Sunday, 18 February 2018

Where I Work

My most recent post on Instagram was about my office. Okay, that’s a bit risky. I’m more or less a private person (despite the blogs). And the pic kinda does go there a bit.

Why are there skeletons around your desk, Tristis?
It still looks messy.
How can you work here?

People can zoom in and see things like the word “Procrastination” on my wall. It’s not done. The full statement is “Procrastination is the fear of required perfection.” Ironic, I know, but sincerely done. Now it’s a reminder that even telling yourself that you don’t have to be perfect doesn’t free you from the anxiety.

And the skeletons. Oh, so many bony bits and bobs all over my world. I have had people refuse to work with me after seeing my office. I get the notion they maybe thought I worship Satan or something. Hard to say, when they don’t explain themselves, or speak directly to me any longer. 

Relax. They’re for reference. 

Okay, I also think bones are interesting on their own, but I was using them for reference on a novel…then just kept collecting. Even though they’re the thing most people associate with me, they’re far from the only thing I collect—and, hey, another thing is teapots, so…not so Satany now, am I?

Another thing is books. I have a serious addiction to books. I collect all kinds, although I prefer reference books like dictionaries and encyclopedias. I also have a wide range of art and design books. And a personal favourite is pop-up.

I wax poetic on books and the collection of them in my other blog—which focuses on writing—Domus Comm. I decided a while back that I needed to explain my library. I’ve been curating it for a while now and have some very interesting books (and assorted things among the books). But my family and friends see only the bulk and thinking of its value—or deadweight, as some describe it—instead of the books themselves. They’re not seeing the trees for the forest, so to speak.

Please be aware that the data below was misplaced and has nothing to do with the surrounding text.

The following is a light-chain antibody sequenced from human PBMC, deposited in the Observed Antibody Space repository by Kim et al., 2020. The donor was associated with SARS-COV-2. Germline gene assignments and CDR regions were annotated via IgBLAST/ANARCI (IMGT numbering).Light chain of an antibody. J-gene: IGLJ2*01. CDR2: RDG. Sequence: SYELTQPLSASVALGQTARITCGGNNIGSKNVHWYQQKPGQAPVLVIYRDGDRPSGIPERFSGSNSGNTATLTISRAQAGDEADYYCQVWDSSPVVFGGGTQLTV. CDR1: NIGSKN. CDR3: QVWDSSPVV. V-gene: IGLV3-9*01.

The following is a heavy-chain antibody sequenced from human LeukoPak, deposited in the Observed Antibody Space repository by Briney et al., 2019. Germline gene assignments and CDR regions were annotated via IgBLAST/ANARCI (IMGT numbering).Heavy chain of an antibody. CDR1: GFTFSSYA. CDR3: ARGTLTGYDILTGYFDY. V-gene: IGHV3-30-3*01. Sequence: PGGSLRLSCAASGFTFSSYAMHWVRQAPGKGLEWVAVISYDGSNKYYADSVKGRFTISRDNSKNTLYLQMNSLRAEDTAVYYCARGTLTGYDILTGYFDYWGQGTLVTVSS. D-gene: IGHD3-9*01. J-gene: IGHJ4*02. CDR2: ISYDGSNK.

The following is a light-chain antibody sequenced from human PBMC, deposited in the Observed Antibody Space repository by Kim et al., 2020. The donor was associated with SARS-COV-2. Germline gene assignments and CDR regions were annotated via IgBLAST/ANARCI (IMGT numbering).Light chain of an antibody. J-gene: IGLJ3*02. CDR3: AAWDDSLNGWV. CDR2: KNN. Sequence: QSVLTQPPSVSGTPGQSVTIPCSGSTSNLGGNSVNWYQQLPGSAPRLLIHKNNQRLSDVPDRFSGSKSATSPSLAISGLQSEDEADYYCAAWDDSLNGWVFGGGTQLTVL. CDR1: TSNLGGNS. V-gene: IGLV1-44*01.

This blog is supposed to be about art, though, so back to that:

For the record, my studio also stays pretty messy. I clean it up frequently, and clean it out every so often, but it is a room full of stuff to make stuff, so it's never actually clean.

I don't have a lot of pictures of it. That's pretty much accidental. I would actually like to document my work when I make art, because I so often forget how I do things. Alas, however, it's pretty rare to have a shot of it.

I’m not sure how artistically pleasing anybody else finds the myriad of things I gather around myself, but I enjoy it all. I got a notion, though, a while back about how other people respond to it. Okay, this was actually years ago and it was a different office, but (and this shouldn’t be a surprise) kinda the same look and feel. 
A prior office

We held a party for a bunch of community radio folks. This was a creative bunch. Some were musicians, some writers, some artists. They had our entire, very tidy and uncluttered house to hang out in, but everybody ended up sitting around my tiny office on the floor (not nearly enough seating) talking over drinks. I marvelled a bit afterward, until I thought about how all my weird little collectables make me feel—the cacophony of colour, shape and texture; the cluster of story (formed, half-formed, hinted at); the overlapping symbols of moments; together they provide a cushion of distraction from what is otherwise a cold world of sameness and other peoples’ purpose.

During a tour of the Museum of American History a couple of years back I came across the “desk” of a famous author. I can’t remember whose, and damned if I can find the pic I took of it, but the point of the display was to show how this man worked, what he surrounded himself with and what level of construction he was comfortable with (his desk was partially plywood). I felt vindicated then, and I guess a bit more now. This is how I work. I could win a billion dollars, move to a mansion, have servants waiting on me hand and foot and I’d STILL have this sort of space to create in. 

The Virgos in my life will just have to learn to cope.

Cartoon of me as a Victorian at work by Lisa Pardy

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